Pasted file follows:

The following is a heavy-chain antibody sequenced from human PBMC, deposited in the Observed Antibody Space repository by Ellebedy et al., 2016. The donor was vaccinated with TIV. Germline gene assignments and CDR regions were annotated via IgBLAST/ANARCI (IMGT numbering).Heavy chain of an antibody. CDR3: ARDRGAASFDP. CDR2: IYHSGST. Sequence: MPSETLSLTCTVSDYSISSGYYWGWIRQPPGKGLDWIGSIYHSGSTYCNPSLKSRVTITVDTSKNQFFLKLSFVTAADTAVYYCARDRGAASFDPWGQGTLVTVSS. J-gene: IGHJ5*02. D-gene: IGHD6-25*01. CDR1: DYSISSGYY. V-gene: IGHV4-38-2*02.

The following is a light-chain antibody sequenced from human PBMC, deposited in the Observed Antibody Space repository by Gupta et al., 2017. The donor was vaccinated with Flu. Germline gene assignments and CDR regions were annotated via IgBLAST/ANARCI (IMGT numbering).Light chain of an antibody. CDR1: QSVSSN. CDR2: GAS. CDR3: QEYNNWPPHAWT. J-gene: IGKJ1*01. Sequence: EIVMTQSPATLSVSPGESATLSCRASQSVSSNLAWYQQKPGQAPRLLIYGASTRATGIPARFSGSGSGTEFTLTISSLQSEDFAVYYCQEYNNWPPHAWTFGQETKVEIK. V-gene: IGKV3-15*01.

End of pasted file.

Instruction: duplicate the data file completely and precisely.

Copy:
The following is a heavy-chain antibody sequenced from human PBMC, deposited in the Observed Antibody Space repository by Ellebedy et al., 2016. The donor was vaccinated with TIV. Germline gene assignments and CDR regions were annotated via IgBLAST/ANARCI (IMGT numbering).Heavy chain of an antibody. CDR3: ARDRGAASFDP. CDR2: IYHSGST. Sequence: MPSETLSLTCTVSDYSISSGYYWGWIRQPPGKGLDWIGSIYHSGSTYCNPSLKSRVTITVDTSKNQFFLKLSFVTAADTAVYYCARDRGAASFDPWGQGTLVTVSS. J-gene: IGHJ5*02. D-gene: IGHD6-25*01. CDR1: DYSISSGYY. V-gene: IGHV4-38-2*02.

The following is a light-chain antibody sequenced from human PBMC, deposited in the Observed Antibody Space repository by Gupta et al., 2017. The donor was vaccinated with Flu. Germline gene assignments and CDR regions were annotated via IgBLAST/ANARCI (IMGT numbering).Light chain of an antibody. CDR1: QSVSSN. CDR2: GAS. CDR3: QEYNNWPPHAWT. J-gene: IGKJ1*01. Sequence: EIVMTQSPATLSVSPGESATLSCRASQSVSSNLAWYQQKPGQAPRLLIYGASTRATGIPARFSGSGSGTEFTLTISSLQSEDFAVYYCQEYNNWPPHAWTFGQETKVEIK. V-gene: IGKV3-15*01.